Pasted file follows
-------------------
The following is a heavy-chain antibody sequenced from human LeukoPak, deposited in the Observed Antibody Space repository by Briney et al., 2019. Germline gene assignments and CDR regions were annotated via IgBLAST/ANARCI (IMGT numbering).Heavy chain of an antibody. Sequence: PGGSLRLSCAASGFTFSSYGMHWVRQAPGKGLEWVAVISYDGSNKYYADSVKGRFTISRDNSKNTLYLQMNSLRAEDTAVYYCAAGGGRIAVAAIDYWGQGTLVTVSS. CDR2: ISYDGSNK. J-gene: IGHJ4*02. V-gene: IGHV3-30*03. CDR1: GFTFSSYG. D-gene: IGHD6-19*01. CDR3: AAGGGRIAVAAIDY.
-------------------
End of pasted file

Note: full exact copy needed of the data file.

The following is a heavy-chain antibody sequenced from human LeukoPak, deposited in the Observed Antibody Space repository by Briney et al., 2019. Germline gene assignments and CDR regions were annotated via IgBLAST/ANARCI (IMGT numbering).Heavy chain of an antibody. Sequence: PGGSLRLSCAASGFTFSSYGMHWVRQAPGKGLEWVAVISYDGSNKYYADSVKGRFTISRDNSKNTLYLQMNSLRAEDTAVYYCAAGGGRIAVAAIDYWGQGTLVTVSS. CDR2: ISYDGSNK. J-gene: IGHJ4*02. V-gene: IGHV3-30*03. CDR1: GFTFSSYG. D-gene: IGHD6-19*01. CDR3: AAGGGRIAVAAIDY.